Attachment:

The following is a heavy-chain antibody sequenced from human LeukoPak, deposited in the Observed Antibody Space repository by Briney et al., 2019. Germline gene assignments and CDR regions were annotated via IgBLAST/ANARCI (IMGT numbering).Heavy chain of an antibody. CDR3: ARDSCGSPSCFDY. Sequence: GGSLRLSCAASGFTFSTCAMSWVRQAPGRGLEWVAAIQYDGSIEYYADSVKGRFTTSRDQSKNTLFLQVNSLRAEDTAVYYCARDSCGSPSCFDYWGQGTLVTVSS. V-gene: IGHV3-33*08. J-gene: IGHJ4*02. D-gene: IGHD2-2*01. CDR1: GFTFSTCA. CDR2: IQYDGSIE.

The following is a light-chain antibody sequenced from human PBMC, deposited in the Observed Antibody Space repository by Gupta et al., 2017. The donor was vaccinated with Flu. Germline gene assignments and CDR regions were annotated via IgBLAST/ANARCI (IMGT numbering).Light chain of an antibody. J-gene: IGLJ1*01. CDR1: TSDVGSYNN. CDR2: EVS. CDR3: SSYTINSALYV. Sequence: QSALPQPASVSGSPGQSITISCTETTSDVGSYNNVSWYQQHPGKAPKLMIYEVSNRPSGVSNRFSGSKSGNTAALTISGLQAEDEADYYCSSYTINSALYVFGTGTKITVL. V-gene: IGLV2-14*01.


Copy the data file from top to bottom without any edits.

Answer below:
The following is a heavy-chain antibody sequenced from human LeukoPak, deposited in the Observed Antibody Space repository by Briney et al., 2019. Germline gene assignments and CDR regions were annotated via IgBLAST/ANARCI (IMGT numbering).Heavy chain of an antibody. CDR3: ARDSCGSPSCFDY. Sequence: GGSLRLSCAASGFTFSTCAMSWVRQAPGRGLEWVAAIQYDGSIEYYADSVKGRFTTSRDQSKNTLFLQVNSLRAEDTAVYYCARDSCGSPSCFDYWGQGTLVTVSS. V-gene: IGHV3-33*08. J-gene: IGHJ4*02. D-gene: IGHD2-2*01. CDR1: GFTFSTCA. CDR2: IQYDGSIE.

The following is a light-chain antibody sequenced from human PBMC, deposited in the Observed Antibody Space repository by Gupta et al., 2017. The donor was vaccinated with Flu. Germline gene assignments and CDR regions were annotated via IgBLAST/ANARCI (IMGT numbering).Light chain of an antibody. J-gene: IGLJ1*01. CDR1: TSDVGSYNN. CDR2: EVS. CDR3: SSYTINSALYV. Sequence: QSALPQPASVSGSPGQSITISCTETTSDVGSYNNVSWYQQHPGKAPKLMIYEVSNRPSGVSNRFSGSKSGNTAALTISGLQAEDEADYYCSSYTINSALYVFGTGTKITVL. V-gene: IGLV2-14*01.